The U.S.-led invasion of Iraq in 2003 marks a turning point in recent Iraqi history, often pointed to as having led to the institutionalization of a sectarianized consociational power-sharing political system (Mako & Edgar, 2021). As such, the U.S. led intervention is a key event in the constitution of a collective Iraqi narrative on the current Iraqi state. At the same time, the Iraqi case highlight the overlapping and mutually entrenching influences that give shape to a complex dynamic of memory and violence that draws on recent and historical memories of colonialism, but also precolonial identities (Makdisi & Silverstein, 2006). But in what ways does the memory of the U.S.-led invasion shape current Iraqi politics? And what is the relationship between official and unofficial histories and how do these support political and security governance practices in the Iraqi context? Further, how has the memory of the 2003 US invasion been shaped by and interacted with the articulations of histories of other cases of extreme violence in the Iraqi context? As discussed by authors such as Dina Rizk Khouri, the militarization of Iraqi society and politics was already in place in 2003 (Khoury, 2013), but the U.S.-led intervention did not only lead to a systematic overhaul of Iraq's governing institutions but transformed Iraqi society, in the process creating and recreating subjects and societal groups. Finally, while the US continues to be involved in Iraqi politics, so in what ways does the different memories of the intervention in Iraq and the US interact and (re)construct the present Iraqi-US relationship? This paper will explore these questions based on data collection in Iraq.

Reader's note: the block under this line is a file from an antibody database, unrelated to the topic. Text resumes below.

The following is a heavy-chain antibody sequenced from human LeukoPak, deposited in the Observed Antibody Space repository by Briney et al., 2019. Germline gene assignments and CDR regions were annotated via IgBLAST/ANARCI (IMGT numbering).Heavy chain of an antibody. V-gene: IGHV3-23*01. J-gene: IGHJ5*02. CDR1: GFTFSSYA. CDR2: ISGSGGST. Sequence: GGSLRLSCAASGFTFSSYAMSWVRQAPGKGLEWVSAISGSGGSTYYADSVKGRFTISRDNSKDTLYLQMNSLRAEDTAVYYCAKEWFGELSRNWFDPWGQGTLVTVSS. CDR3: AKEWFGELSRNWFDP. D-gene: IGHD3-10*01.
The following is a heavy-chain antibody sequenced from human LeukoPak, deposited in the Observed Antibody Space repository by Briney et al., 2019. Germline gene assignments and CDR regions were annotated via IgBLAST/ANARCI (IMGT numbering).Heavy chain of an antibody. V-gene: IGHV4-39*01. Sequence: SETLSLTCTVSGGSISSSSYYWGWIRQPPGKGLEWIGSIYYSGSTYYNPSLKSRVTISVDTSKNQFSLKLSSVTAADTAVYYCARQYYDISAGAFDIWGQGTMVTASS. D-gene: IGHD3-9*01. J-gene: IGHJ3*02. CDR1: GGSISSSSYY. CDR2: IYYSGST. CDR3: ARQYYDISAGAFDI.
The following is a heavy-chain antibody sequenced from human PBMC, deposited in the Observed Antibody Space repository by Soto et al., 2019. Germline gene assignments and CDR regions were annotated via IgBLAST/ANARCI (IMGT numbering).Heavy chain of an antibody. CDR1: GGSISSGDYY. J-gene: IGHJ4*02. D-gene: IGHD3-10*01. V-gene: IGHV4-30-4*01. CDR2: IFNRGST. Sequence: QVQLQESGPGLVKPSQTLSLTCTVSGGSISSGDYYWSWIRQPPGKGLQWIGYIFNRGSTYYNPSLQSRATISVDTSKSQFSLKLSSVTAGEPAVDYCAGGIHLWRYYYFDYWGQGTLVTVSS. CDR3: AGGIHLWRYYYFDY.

Maria-Louise Clausen